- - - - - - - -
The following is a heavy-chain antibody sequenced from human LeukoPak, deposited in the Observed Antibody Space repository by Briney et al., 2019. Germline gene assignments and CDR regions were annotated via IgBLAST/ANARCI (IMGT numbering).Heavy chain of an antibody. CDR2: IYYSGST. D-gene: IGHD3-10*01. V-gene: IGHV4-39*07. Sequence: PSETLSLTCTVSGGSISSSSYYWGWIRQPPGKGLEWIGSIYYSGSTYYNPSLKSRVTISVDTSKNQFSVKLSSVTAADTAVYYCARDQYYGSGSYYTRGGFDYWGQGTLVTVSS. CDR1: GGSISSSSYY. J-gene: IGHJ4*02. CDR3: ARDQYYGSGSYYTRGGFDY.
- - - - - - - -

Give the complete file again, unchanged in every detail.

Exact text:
The following is a heavy-chain antibody sequenced from human LeukoPak, deposited in the Observed Antibody Space repository by Briney et al., 2019. Germline gene assignments and CDR regions were annotated via IgBLAST/ANARCI (IMGT numbering).Heavy chain of an antibody. CDR2: IYYSGST. D-gene: IGHD3-10*01. V-gene: IGHV4-39*07. Sequence: PSETLSLTCTVSGGSISSSSYYWGWIRQPPGKGLEWIGSIYYSGSTYYNPSLKSRVTISVDTSKNQFSVKLSSVTAADTAVYYCARDQYYGSGSYYTRGGFDYWGQGTLVTVSS. CDR1: GGSISSSSYY. J-gene: IGHJ4*02. CDR3: ARDQYYGSGSYYTRGGFDY.